The organisation driving standards to make radio frequency identification (RFID) a widely applied technology has warned dithering companies not to expect a free ride in gaining the benefits of the technology.
Chris Adcock, president of EPCglobal, told the organisation's London conference that those which got the most out of the technology would be the ones putting in the effort to make it work.
"The plug-and-play solution for RFID does not exist," he said. "It is going to require heavy lifting and hard work. There is gold at the end of the rainbow. But don't expect the companies which have done the heavy lifting to expose it all to the global community - there will be no open book on information disclosure. You need to be in the game now to gain the benefits in the future."
Although the push to make RFID an integral part of the supply chain has largely been driven by two retailers, Wal-Mart in the US and Tesco in the UK, the benefits will be seen in other areas too, notably in tackling crime -in particular, counterfeiting.
Adcock said EPC would follow up its Gen 2 protocol, which standardises communications between a tag placed on a goods-carrying pallet or case and a tag reader, by focusing on networking.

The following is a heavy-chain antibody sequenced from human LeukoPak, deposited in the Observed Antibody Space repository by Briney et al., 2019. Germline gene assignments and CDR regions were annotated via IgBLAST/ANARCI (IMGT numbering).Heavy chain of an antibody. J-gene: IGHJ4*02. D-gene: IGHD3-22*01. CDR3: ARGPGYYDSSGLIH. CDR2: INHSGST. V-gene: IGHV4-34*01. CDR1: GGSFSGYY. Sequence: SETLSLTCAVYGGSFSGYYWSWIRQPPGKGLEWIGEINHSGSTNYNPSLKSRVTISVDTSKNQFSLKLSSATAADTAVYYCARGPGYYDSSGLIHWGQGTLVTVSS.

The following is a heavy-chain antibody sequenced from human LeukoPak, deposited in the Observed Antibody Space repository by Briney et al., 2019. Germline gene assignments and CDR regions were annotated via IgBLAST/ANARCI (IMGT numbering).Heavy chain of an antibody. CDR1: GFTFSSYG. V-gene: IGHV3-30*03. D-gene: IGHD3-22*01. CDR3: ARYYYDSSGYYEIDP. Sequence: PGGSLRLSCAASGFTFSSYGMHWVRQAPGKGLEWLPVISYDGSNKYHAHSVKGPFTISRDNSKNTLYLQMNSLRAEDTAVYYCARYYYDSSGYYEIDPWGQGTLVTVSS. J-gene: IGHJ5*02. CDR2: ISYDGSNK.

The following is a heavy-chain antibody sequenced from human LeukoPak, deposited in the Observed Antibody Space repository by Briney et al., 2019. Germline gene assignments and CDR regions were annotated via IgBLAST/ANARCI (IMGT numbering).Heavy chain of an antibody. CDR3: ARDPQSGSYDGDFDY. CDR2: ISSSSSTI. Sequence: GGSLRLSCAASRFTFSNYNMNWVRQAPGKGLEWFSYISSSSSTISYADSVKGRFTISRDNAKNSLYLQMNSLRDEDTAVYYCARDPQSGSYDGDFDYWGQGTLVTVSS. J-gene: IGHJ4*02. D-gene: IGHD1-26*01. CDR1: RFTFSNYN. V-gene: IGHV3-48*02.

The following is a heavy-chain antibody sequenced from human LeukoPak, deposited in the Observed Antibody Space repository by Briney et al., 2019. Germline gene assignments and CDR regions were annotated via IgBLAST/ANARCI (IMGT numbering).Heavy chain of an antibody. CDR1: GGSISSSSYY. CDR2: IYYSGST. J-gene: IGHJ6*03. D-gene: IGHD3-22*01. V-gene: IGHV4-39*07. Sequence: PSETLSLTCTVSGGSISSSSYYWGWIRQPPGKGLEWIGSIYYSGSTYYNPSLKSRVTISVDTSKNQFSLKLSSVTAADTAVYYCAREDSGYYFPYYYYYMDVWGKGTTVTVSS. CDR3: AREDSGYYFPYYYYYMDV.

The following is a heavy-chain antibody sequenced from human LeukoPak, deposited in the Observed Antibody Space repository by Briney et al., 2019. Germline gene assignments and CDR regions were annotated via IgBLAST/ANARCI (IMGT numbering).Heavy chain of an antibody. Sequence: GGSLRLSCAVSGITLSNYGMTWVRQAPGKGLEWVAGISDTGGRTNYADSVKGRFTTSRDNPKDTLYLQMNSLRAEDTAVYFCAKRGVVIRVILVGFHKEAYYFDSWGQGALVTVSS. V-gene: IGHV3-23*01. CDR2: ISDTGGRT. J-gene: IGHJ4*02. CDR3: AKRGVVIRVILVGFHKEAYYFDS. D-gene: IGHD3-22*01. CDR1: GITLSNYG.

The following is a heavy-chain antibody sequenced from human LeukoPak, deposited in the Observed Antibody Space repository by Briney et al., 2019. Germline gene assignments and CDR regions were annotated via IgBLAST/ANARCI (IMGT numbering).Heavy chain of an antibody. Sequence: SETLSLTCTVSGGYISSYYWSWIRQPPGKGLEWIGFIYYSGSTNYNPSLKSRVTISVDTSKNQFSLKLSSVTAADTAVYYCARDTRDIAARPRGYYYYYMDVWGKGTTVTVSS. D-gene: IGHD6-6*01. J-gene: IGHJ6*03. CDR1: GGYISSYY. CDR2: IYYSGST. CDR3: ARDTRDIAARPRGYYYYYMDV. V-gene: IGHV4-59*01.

"Gen 2 is about how tags and readers talk to each other. There are 12 other areas of standards where EPC is working with the user community. We want 2005 to be the year of the network."
Adcock also promised further efforts to placate criticism that RFID will impinge on privacy.
"There is nothing more important to EPCglobal than privacy. If we don't manage public policy issues like this well, it could be a dealbreaker. But there are other public policy areas we also have to consider, such as the environment, health and safety, employment, and anti-trust."